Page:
Viewed by 536
Abstract
It has been reported that growth hormone (GH) and insulin-like growth factor 1 (IGF-1) exert protective and regenerative actions in response to neural damage. It is also known that these peptides are expressed locally in nervous tissues. When the central nervous system (CNS) [...] Read more.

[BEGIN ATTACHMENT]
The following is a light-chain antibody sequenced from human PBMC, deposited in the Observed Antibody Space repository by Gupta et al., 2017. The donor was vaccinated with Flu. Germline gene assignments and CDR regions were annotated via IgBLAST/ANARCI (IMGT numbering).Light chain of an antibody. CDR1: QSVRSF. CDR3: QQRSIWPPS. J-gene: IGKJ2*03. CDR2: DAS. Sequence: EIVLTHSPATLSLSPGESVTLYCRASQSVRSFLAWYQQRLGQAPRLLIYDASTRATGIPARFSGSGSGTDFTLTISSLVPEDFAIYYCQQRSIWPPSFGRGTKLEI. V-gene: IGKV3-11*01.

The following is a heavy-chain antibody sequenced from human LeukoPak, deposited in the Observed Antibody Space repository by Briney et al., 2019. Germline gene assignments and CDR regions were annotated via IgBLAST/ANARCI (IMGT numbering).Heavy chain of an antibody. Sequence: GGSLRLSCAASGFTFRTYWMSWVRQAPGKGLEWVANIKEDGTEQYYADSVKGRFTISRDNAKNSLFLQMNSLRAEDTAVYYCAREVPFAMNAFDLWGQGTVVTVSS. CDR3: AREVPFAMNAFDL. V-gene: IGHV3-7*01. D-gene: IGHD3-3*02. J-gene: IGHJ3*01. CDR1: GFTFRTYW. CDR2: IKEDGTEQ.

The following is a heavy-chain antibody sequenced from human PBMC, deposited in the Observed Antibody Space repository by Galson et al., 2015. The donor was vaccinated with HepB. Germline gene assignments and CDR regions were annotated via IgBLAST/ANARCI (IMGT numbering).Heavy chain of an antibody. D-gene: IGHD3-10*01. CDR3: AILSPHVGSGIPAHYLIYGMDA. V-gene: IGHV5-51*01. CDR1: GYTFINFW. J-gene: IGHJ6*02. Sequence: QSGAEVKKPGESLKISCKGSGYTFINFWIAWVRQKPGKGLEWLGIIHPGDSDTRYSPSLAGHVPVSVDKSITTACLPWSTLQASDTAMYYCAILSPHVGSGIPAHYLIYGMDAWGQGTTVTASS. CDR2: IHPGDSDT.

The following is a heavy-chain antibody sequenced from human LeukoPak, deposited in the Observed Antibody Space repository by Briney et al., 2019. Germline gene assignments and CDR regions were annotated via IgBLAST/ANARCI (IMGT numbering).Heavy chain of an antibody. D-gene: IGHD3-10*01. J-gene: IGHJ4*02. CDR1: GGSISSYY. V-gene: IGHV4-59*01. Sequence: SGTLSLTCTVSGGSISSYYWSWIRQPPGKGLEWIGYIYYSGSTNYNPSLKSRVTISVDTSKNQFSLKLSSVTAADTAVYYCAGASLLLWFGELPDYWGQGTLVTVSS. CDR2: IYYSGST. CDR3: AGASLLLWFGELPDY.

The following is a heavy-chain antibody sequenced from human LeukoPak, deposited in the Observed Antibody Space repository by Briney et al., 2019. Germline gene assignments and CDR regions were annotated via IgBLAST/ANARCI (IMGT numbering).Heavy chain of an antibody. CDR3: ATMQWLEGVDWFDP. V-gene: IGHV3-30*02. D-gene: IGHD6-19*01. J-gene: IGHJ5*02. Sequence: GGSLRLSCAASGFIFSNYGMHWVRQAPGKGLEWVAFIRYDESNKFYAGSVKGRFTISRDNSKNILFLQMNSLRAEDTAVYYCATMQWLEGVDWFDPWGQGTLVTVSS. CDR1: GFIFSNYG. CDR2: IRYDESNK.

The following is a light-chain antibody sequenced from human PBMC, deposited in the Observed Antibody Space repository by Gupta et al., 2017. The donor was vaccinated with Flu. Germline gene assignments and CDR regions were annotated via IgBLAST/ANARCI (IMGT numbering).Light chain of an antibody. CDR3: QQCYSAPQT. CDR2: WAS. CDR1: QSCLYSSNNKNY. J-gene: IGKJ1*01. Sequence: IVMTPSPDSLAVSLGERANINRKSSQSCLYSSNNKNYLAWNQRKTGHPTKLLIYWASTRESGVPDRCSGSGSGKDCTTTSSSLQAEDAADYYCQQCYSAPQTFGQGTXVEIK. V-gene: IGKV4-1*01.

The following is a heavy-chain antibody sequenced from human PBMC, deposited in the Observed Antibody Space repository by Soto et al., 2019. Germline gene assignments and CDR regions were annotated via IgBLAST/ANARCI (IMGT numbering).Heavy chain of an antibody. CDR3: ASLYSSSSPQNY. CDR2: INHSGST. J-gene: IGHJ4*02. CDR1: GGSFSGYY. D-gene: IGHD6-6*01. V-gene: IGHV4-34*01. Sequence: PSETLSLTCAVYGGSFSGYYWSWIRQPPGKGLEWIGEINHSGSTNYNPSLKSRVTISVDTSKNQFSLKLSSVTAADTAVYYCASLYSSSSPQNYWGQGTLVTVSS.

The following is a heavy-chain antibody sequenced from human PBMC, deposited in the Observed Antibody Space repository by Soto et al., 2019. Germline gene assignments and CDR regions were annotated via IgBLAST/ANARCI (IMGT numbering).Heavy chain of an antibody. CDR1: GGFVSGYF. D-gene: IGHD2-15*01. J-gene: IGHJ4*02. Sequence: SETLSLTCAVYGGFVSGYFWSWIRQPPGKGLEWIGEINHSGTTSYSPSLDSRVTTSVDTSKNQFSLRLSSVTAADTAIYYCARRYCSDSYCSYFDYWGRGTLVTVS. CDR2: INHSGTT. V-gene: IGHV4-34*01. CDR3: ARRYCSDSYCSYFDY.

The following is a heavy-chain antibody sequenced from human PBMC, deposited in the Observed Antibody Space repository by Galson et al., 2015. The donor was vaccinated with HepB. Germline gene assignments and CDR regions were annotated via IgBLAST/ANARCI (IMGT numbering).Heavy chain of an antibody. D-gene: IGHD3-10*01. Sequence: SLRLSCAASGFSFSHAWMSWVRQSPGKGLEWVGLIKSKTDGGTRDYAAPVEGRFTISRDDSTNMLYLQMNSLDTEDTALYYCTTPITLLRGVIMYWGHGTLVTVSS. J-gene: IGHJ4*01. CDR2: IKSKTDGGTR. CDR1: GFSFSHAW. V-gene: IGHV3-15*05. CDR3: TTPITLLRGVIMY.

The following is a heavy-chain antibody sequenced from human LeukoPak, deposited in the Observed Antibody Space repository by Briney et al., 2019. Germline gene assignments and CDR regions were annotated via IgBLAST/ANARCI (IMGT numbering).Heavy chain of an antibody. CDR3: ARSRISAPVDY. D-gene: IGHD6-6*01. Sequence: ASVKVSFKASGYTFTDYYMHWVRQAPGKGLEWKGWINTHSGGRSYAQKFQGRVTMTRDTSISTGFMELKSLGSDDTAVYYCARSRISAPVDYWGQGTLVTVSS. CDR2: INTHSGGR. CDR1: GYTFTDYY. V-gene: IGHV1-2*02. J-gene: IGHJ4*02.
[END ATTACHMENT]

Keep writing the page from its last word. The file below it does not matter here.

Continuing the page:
It has been reported that growth hormone (GH) and insulin-like growth factor 1 (IGF-1) exert protective and regenerative actions in response to neural damage. It is also known that these peptides are expressed locally in nervous tissues. When the central nervous system (CNS) is exposed to hypoxia-ischemia (HI), both GH and IGF-1 are upregulated in several brain areas. In this study, we explored the neuroprotective effects of GH and IGF-1 administration as well as the involvement of these endogenously expressed hormones in embryonic chicken cerebellar cell cultures exposed to an acute HI injury. To induce neural damage, primary cultures were first incubated under hypoxic-ischemic (<5% O2, 1g/L glucose) conditions for 12 h (HI), and then incubated under normal oxygenation and glucose conditions (HI + Ox) for another 24 h. GH and IGF-1 were added either during or after HI, and their effect upon cell viability, apoptosis, or necrosis was evaluated. In comparison with normal controls (Nx, 100%), a significant decrease of cell viability (54.1 ± 2.1%) and substantial increases in caspase-3 activity (178.6 ± 8.7%) and LDH release (538.7 ± 87.8%) were observed in the HI + Ox group. On the other hand, both GH and IGF-1 treatments after injury (HI + Ox) significantly increased cell viability (77.2 ± 4.3% and 72.3 ± 3.9%, respectively) and decreased both caspase-3 activity (118.2 ± 3.8% and 127.5 ± 6.6%, respectively) and LDH release (180.3 ± 21.8% and 261.6 ± 33.9%, respectively). Incubation under HI + Ox conditions provoked an important increase in the local expression of GH (3.2-fold) and IGF-1 (2.5-fold) mRNAs. However, GH gene silencing with a specific small-interfering RNAs (siRNAs) decreased both GH and IGF-1 mRNA expression (1.7-fold and 0.9-fold, respectively) in the HI + Ox group, indicating that GH regulates IGF-1 expression under these incubation conditions. In addition, GH knockdown significantly reduced cell viability (35.9 ± 2.1%) and substantially increased necrosis, as determined by LDH release (1011 ± 276.6%). In contrast, treatments with GH and IGF-1 stimulated a partial recovery of cell viability (45.2 ± 3.7% and 53.7 ± 3.2%) and significantly diminished the release of LDH (320.1 ± 25.4% and 421.7 ± 62.2%), respectively. Our results show that GH, either exogenously administered and/or locally expressed, can act as a neuroprotective factor in response to hypoxic-ischemic injury, and that this effect may be mediated, at least partially, through IGF-1 expression. Full article